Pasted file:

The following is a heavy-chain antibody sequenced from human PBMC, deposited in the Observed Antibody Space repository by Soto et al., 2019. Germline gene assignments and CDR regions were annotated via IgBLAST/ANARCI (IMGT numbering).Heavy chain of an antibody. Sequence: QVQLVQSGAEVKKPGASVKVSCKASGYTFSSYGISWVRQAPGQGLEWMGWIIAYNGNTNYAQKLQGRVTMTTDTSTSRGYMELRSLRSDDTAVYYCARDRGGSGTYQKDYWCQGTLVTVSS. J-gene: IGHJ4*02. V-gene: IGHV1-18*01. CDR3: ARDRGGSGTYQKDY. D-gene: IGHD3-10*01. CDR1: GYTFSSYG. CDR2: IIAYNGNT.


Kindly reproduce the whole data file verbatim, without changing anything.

The following is a heavy-chain antibody sequenced from human PBMC, deposited in the Observed Antibody Space repository by Soto et al., 2019. Germline gene assignments and CDR regions were annotated via IgBLAST/ANARCI (IMGT numbering).Heavy chain of an antibody. Sequence: QVQLVQSGAEVKKPGASVKVSCKASGYTFSSYGISWVRQAPGQGLEWMGWIIAYNGNTNYAQKLQGRVTMTTDTSTSRGYMELRSLRSDDTAVYYCARDRGGSGTYQKDYWCQGTLVTVSS. J-gene: IGHJ4*02. V-gene: IGHV1-18*01. CDR3: ARDRGGSGTYQKDY. D-gene: IGHD3-10*01. CDR1: GYTFSSYG. CDR2: IIAYNGNT.